World Economy

Eurozone Growth Risks Unbalanced

Eurozone Growth Risks UnbalancedEurozone Growth Risks Unbalanced

Risks to the eurozone economy are still not balanced and the European Central Bank needs to see evidence that wage pressures are feeding into inflation before it shifts its policy stance, Philip Lane, a member of the bank’s governing council said.

The eurozone economy has been on its best run for a decade and headline inflation has recently met the ECB’s near 2% target, fueling calls from some quarters to start winding down the ECB’s €2.3 trillion ($2.51 trillion) bond-buying stimulus program, Reuters reported.

But Lane told Reuters that there was still some way to go before the central bank can feel comfortable about tweaks to its ultra-easy monetary policy stance.

“There is still downside but the tail risk... is fading and the momentum is back toward balance,” said Lane. “So it is still below balance, but moving toward balance.”

Lane said the “key substantive debate” at the central bank is where inflation is headed over the medium-term given doubts around wage pressures in the bloc. “We need to see evidence that wage inflation is actually on its way to a level consistent with the target,” said Lane.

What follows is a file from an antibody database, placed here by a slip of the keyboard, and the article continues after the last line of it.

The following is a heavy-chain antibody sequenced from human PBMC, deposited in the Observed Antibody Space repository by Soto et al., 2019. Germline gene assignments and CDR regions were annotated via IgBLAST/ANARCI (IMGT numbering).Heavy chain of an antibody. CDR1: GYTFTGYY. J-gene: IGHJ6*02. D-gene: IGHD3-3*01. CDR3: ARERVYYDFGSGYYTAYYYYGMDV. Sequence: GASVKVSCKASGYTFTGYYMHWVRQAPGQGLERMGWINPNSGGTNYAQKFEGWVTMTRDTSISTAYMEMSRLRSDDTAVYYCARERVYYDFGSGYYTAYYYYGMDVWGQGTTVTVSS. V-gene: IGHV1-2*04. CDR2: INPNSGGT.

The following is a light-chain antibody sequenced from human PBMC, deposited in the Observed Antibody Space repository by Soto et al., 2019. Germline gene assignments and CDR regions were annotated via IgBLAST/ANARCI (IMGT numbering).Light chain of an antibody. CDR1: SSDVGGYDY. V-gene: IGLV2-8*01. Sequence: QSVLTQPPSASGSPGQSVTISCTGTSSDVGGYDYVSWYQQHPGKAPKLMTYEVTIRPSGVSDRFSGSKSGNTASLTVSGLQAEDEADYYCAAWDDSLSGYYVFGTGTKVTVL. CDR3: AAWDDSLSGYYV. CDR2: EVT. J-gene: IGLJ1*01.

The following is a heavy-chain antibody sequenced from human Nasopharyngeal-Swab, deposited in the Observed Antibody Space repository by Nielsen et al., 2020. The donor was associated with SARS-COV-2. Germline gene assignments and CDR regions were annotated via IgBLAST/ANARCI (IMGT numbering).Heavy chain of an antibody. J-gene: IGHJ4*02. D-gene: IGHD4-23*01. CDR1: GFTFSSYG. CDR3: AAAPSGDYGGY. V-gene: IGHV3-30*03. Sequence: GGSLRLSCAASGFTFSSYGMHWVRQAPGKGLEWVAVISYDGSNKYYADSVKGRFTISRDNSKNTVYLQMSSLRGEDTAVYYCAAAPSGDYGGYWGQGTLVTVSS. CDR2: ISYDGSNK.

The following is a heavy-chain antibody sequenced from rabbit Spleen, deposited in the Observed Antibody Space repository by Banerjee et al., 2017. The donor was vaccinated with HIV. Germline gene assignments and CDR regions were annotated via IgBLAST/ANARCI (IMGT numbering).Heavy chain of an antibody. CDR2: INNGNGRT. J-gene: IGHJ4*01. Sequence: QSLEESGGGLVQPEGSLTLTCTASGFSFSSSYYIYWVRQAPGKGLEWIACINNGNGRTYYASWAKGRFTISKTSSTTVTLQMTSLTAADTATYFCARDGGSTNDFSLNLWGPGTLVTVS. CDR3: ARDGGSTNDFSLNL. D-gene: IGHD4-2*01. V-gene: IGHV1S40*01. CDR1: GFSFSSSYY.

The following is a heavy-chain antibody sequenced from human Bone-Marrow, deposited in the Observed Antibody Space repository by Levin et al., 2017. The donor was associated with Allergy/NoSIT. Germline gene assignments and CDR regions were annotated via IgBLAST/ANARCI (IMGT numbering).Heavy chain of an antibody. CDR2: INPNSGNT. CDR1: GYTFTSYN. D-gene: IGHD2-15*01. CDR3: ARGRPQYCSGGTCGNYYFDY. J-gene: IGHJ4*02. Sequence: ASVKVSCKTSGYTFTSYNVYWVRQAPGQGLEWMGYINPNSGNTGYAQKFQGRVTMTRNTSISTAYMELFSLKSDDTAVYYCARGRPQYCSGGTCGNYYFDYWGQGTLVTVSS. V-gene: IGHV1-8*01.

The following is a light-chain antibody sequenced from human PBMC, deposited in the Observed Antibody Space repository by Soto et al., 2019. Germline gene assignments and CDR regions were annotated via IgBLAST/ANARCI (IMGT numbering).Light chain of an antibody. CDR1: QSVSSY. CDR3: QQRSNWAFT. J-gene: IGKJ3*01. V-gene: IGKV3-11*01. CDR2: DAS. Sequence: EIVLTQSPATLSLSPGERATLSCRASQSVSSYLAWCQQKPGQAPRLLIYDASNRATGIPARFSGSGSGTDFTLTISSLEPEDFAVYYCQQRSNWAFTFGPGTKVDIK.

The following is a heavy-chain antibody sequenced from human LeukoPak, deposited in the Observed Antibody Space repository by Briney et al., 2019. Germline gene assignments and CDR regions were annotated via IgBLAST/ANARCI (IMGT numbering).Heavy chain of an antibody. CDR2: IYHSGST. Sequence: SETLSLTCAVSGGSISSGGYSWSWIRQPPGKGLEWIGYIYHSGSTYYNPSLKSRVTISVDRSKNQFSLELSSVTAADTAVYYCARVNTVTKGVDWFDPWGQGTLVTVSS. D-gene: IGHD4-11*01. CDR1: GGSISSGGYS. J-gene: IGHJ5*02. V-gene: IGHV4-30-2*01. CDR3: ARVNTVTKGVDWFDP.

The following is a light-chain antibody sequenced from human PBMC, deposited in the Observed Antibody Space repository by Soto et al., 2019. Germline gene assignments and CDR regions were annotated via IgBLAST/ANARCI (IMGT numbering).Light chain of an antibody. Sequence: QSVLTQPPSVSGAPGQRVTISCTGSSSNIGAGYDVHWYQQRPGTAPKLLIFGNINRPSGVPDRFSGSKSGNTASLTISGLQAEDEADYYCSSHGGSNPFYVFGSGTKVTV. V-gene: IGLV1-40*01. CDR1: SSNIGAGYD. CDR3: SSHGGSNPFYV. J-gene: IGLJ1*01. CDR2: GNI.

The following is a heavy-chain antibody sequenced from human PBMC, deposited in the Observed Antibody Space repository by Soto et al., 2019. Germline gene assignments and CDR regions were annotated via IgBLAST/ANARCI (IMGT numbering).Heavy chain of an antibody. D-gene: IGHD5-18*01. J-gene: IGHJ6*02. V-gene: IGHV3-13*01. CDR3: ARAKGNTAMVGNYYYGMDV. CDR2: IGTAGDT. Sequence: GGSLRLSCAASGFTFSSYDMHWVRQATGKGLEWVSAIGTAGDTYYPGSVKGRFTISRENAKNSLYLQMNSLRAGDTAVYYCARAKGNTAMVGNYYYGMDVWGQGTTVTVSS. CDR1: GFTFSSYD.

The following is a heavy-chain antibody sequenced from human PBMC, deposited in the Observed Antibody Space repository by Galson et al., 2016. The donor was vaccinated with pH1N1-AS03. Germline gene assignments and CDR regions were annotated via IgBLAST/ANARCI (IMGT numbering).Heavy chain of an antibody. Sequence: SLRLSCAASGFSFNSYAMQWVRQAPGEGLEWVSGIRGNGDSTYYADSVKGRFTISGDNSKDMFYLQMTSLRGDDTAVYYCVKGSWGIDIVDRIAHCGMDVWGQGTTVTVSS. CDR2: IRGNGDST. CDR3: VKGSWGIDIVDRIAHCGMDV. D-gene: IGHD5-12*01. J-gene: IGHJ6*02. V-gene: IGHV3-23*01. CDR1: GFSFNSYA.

“The fact we are seeing reasonably good data on output and unemployment, that is nice, it is helpful, but the core of it is how much of it is going to map into sustainable inflation. For underlying inflation to go toward the target, a significant part of that will be: Where is wage inflation going?”

The ECB has committed to buying €60 billion worth of bonds every month until December, despite already facing self-imposed limits in certain countries and to keeping rates at ultra-low levels until well after that.

Sources on and close to the bank’s governing council told Reuters last month that the bank may send a small signal about reducing monetary stimulus at its next meeting in June, while others have said autumn may be a more appropriate time.

Asked about the timeline for future monetary policy decisions, Lane said: “Something has to happen in the rest of this year...” The debate around limits to the bond program was “secondary”, he added.

“Central banks have a range of instruments and I do not think that discussion should deflect from the ability of the ECB to deliver its inflation target. We have the range of instruments that can deliver the inflation target,” said Lane, who is Ireland’s central bank governor.

Lane is spearheading an EU proposal to create synthetic “safe” assets backed by eurozone sovereign bonds that would help break the link between banks and governments that exacerbated the financial crisis.


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